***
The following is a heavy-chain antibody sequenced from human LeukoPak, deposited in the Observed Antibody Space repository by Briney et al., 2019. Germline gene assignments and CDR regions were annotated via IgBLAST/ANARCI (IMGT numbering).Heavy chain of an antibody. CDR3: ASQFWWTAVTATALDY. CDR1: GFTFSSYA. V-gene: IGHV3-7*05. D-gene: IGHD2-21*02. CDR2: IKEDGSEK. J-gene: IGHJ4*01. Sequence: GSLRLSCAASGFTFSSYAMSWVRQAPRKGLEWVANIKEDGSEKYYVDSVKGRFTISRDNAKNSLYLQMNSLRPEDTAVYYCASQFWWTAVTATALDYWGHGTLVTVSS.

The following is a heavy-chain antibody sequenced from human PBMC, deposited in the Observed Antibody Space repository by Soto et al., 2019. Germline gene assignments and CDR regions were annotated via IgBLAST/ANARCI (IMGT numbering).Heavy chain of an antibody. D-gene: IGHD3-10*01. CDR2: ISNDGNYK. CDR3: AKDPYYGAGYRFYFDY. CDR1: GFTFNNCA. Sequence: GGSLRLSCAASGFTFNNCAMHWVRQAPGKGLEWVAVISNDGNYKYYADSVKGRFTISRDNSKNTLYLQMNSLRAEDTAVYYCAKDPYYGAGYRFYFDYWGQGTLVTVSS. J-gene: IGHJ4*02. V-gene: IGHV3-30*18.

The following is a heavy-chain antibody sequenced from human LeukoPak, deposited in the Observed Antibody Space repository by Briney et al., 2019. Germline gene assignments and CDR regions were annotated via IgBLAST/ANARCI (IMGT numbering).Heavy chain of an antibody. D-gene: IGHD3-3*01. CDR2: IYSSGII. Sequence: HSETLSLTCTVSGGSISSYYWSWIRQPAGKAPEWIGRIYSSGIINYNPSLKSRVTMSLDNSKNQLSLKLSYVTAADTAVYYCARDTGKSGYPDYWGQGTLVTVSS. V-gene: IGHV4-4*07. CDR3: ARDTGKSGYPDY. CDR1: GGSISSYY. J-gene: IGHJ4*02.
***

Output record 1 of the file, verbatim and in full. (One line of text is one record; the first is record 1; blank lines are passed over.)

The following is a heavy-chain antibody sequenced from human LeukoPak, deposited in the Observed Antibody Space repository by Briney et al., 2019. Germline gene assignments and CDR regions were annotated via IgBLAST/ANARCI (IMGT numbering).Heavy chain of an antibody. CDR3: ASQFWWTAVTATALDY. CDR1: GFTFSSYA. V-gene: IGHV3-7*05. D-gene: IGHD2-21*02. CDR2: IKEDGSEK. J-gene: IGHJ4*01. Sequence: GSLRLSCAASGFTFSSYAMSWVRQAPRKGLEWVANIKEDGSEKYYVDSVKGRFTISRDNAKNSLYLQMNSLRPEDTAVYYCASQFWWTAVTATALDYWGHGTLVTVSS.